Relief for consumers on cards

Slight relief for consumers is on the cards as the effects of the drought are starting to improve.

While maize meal prices increased sharply from last year to January, a local retailer said while they bought a ton of maize meal for R5000 in the past, it now cost them R3000.

This is a welcome decrease as the lower prices will trickle down to consumers.

Nigel Connellan, managing director of Western Gruppe Trading, which runs 13 Spars around East London, said prices were definitely on the decline, although it could be some time before the lower prices reflected on the shelves.

“The strength of the rand versus the dollar plays a large part in this,” Connellan said.

“The larger maize production companies might take longer to drop their pricing due to the large quantities they store. It will be a slow process but prices are dropping.”

National Agricultural Market Council’s Christo Joubert said October last year saw maize meal prices soar, costing about 40% more than it did during the same period in 2015.

He said where consumers used to pay an average of R30 to R35 for a 5kg bag, the new prices saw them paying about R58 for the same bag.

A 2.5kg bag, which used to average R25 before the drought hit, increased to about R30.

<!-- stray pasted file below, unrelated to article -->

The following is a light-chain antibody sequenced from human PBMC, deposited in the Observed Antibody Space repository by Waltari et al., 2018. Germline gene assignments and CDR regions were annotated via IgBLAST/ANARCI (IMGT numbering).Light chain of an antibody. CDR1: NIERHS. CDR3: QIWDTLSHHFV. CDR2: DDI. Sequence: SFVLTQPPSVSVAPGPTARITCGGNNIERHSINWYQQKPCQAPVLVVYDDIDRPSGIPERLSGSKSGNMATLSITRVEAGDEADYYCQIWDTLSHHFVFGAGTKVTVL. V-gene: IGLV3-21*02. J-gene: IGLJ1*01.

A price check by the Saturday Dispatch in three different stores in East London revealed the most expensive price for a 2.5kg bag was R30.29 with a 5kg going for R60.29.

In its January 2017 food barometer, The Pietermaritzburg Agency for Community Social Action (Pacsa) charted the changing prices of a 25kg bag of maize meal over the course of last year, noting the impact on society.

In January last year, the price stood at R179.14, going up to R244.32 in the same month this year.

The month-on-month increase averaged R10.83 while the year-on-year increase was R65.18.

The total percentage increase came to 36%.

Last month, Pacsa said the foods listed in the “big food” category, of which maize meal is a part, were said to have all increased.

This, they said, impacted largely on low-income households as these are the foods the families secure every month for basic energy.

“The price of the big foods determines dietary diversity on the plate. High increases mean that low-income households cut back on foods which are important for balanced nutrition, such as meats, fish, eggs, dairy and vegetables.”

Despite the relief, maize meal prices could see another increase due to the arrival of the fall armyworm, which damages crops.

Grain SA public relations officer Alzena Gomes said they could not comment on any current or possible future crop damage.

Gomes said the fall armyworm had been identified in six provinces so far, with the Eastern Cape not affected.

“ We cannot yet comment on how much of the maize crop has been affected.”

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